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Waldron, S., Jr. (1983). Doing Psychotherapy: By Michael Franz Basch. New York: Basic Books, 1980. 188 pp.. Psychoanal Q., 52:624-629.

(1983). Psychoanalytic Quarterly, 52:624-629

Doing Psychotherapy: By Michael Franz Basch. New York: Basic Books, 1980. 188 pp.

Review by:
Sherwood Waldron, Jr.

This small book is intended for those who are learning psychotherapy. It is rich in illustrative material which is well suited as a focus for the discussion of psychotherapeutic and psychoanalytic principles. Its most special quality is a consequence of Basch's gift for inspired reconstruction from notes and memory—with, admittedly, some creative license—of sessions with patients (as well as some material from supervision). He provides us with six more or less extensive clinical illustrations of evaluation and treatment carried out from a psychoanalytic perspective. The cases, which are introduced periodically throughout the book, provide a lively way of conveying the data of observation which serve as the basis for clinical inferences. They illuminate his ideas about handling the initial contacts with the patient, initiating therapy and maintaining its momentum, and handling the transference, including the negative transference. There are also useful remarks about counter-transference. Basch's examples enliven his discussion of clinical principles and convey the richness of the actual work with patients.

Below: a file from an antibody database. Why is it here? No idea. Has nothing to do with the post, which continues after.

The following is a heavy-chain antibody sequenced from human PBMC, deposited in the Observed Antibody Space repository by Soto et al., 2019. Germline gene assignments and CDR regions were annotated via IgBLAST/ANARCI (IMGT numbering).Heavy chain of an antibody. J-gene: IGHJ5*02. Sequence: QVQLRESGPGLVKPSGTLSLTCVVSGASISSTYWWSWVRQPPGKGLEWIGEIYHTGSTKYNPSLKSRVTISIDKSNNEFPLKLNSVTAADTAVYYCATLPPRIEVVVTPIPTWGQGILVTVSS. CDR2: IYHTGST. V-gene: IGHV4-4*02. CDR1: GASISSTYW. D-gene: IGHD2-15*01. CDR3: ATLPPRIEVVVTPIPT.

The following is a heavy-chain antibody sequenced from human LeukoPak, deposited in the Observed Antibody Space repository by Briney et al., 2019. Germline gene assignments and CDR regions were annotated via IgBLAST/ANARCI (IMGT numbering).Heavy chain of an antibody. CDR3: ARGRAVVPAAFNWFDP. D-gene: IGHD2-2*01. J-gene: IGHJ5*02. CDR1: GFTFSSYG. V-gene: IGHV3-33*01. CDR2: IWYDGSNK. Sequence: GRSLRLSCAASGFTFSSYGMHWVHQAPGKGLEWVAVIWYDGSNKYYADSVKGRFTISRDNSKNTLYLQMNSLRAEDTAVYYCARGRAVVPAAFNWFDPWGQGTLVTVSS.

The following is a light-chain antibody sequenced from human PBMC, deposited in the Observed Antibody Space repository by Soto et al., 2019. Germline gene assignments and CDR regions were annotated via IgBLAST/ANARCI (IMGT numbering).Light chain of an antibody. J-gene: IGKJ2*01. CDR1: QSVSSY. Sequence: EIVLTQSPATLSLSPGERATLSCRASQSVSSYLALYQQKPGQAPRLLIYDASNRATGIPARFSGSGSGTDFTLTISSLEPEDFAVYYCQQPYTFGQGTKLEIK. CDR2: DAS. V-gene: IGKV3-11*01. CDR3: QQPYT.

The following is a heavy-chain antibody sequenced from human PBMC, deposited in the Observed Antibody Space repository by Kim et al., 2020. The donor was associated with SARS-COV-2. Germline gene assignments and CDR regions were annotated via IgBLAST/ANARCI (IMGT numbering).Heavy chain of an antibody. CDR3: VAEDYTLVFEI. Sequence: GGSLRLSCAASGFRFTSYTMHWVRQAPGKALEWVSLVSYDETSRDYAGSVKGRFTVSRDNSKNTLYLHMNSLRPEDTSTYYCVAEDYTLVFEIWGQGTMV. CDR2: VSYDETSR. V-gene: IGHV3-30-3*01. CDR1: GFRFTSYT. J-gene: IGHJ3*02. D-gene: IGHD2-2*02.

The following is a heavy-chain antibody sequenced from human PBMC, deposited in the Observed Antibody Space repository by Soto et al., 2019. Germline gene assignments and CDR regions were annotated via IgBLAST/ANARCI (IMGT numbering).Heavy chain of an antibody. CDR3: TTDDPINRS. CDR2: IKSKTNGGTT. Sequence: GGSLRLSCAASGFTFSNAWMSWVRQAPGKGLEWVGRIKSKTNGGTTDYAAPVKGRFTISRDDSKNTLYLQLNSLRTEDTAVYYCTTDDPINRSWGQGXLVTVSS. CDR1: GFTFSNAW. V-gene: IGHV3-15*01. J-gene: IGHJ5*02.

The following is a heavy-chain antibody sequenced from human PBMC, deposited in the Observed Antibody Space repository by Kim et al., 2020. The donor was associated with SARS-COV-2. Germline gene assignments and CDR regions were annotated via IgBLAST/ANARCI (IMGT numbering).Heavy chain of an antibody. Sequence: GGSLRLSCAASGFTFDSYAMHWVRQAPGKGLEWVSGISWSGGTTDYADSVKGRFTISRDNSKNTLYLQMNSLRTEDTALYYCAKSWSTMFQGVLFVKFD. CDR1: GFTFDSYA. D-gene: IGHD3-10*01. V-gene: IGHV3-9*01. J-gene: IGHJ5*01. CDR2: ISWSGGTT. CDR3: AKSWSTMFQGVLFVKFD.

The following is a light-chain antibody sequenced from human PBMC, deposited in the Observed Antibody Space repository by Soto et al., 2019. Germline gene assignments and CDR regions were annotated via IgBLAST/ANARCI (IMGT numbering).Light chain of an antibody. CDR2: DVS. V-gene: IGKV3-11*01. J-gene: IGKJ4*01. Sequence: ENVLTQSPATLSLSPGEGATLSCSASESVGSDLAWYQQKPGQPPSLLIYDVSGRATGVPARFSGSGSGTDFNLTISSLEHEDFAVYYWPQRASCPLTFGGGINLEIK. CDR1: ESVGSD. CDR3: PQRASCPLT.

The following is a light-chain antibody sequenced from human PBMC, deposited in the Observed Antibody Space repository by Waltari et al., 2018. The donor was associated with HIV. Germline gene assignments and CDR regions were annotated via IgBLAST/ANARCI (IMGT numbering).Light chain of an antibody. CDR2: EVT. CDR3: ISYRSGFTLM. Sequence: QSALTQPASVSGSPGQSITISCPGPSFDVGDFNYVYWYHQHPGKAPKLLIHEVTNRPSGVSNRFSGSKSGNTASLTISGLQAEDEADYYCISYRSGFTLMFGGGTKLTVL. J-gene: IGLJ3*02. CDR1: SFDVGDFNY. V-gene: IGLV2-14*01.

As the book progresses, the issues Basch discusses grow more complex, and the influence of the theories of self psychology on the clinical approach becomes more and more central. Because of this, I found increasing reason for unhappiness with the clinical work and theory as I read through the book. Let us take, for instance, the case of a social worker, Miss Banks.

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